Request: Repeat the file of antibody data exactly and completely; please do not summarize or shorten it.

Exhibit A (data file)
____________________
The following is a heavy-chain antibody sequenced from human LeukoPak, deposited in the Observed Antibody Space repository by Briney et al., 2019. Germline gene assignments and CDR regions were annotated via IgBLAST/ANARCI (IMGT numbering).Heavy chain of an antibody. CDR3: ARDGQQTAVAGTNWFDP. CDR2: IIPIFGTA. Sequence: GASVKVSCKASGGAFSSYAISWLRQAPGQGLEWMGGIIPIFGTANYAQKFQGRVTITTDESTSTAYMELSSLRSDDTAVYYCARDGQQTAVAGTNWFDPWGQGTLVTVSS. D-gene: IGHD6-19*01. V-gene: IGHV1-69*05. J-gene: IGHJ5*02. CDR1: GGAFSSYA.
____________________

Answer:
The following is a heavy-chain antibody sequenced from human LeukoPak, deposited in the Observed Antibody Space repository by Briney et al., 2019. Germline gene assignments and CDR regions were annotated via IgBLAST/ANARCI (IMGT numbering).Heavy chain of an antibody. CDR3: ARDGQQTAVAGTNWFDP. CDR2: IIPIFGTA. Sequence: GASVKVSCKASGGAFSSYAISWLRQAPGQGLEWMGGIIPIFGTANYAQKFQGRVTITTDESTSTAYMELSSLRSDDTAVYYCARDGQQTAVAGTNWFDPWGQGTLVTVSS. D-gene: IGHD6-19*01. V-gene: IGHV1-69*05. J-gene: IGHJ5*02. CDR1: GGAFSSYA.